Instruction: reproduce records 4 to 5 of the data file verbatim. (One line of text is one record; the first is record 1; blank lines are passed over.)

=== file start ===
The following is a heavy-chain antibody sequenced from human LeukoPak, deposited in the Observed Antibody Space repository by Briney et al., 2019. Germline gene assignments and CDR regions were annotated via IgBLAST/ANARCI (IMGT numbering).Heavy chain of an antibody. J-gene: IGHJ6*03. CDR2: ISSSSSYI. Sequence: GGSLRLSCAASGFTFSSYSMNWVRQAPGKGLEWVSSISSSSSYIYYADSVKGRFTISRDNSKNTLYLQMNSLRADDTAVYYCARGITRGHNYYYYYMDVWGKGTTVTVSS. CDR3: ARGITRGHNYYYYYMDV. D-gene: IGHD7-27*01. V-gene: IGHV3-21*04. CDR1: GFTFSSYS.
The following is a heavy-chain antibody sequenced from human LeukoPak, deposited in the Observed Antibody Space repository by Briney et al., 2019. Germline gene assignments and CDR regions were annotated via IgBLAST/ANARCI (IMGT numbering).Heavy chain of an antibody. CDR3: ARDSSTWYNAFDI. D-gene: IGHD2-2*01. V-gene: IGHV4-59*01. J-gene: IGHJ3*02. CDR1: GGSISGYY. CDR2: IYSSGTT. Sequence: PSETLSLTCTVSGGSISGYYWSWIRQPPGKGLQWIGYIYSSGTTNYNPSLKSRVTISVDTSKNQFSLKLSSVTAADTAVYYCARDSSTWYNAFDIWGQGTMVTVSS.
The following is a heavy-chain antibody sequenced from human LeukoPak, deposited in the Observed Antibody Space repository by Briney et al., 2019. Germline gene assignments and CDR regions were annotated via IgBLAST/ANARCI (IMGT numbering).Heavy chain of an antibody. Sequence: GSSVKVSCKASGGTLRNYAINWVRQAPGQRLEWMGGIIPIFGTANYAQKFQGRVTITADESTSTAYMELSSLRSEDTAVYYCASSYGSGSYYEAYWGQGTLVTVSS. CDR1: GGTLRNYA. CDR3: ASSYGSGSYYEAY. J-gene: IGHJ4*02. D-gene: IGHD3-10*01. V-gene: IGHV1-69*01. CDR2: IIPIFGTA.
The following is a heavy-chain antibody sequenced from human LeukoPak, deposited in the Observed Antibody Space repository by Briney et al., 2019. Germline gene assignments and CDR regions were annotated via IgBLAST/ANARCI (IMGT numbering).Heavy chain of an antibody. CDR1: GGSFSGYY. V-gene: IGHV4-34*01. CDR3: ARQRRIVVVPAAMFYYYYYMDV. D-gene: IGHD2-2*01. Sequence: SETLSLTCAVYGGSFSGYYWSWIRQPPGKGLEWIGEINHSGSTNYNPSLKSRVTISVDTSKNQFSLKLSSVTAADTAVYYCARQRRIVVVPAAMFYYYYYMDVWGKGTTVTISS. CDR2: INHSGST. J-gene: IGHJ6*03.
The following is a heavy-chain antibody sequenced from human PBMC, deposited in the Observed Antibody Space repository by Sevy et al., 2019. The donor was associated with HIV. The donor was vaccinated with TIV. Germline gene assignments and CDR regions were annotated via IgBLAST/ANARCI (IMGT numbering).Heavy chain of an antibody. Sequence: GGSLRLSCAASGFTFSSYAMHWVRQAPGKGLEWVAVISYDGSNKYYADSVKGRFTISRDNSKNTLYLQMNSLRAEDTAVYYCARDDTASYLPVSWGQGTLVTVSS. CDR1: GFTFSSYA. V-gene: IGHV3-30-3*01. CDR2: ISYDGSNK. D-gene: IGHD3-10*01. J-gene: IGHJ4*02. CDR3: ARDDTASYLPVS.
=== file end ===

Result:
The following is a heavy-chain antibody sequenced from human LeukoPak, deposited in the Observed Antibody Space repository by Briney et al., 2019. Germline gene assignments and CDR regions were annotated via IgBLAST/ANARCI (IMGT numbering).Heavy chain of an antibody. CDR1: GGSFSGYY. V-gene: IGHV4-34*01. CDR3: ARQRRIVVVPAAMFYYYYYMDV. D-gene: IGHD2-2*01. Sequence: SETLSLTCAVYGGSFSGYYWSWIRQPPGKGLEWIGEINHSGSTNYNPSLKSRVTISVDTSKNQFSLKLSSVTAADTAVYYCARQRRIVVVPAAMFYYYYYMDVWGKGTTVTISS. CDR2: INHSGST. J-gene: IGHJ6*03.
The following is a heavy-chain antibody sequenced from human PBMC, deposited in the Observed Antibody Space repository by Sevy et al., 2019. The donor was associated with HIV. The donor was vaccinated with TIV. Germline gene assignments and CDR regions were annotated via IgBLAST/ANARCI (IMGT numbering).Heavy chain of an antibody. Sequence: GGSLRLSCAASGFTFSSYAMHWVRQAPGKGLEWVAVISYDGSNKYYADSVKGRFTISRDNSKNTLYLQMNSLRAEDTAVYYCARDDTASYLPVSWGQGTLVTVSS. CDR1: GFTFSSYA. V-gene: IGHV3-30-3*01. CDR2: ISYDGSNK. D-gene: IGHD3-10*01. J-gene: IGHJ4*02. CDR3: ARDDTASYLPVS.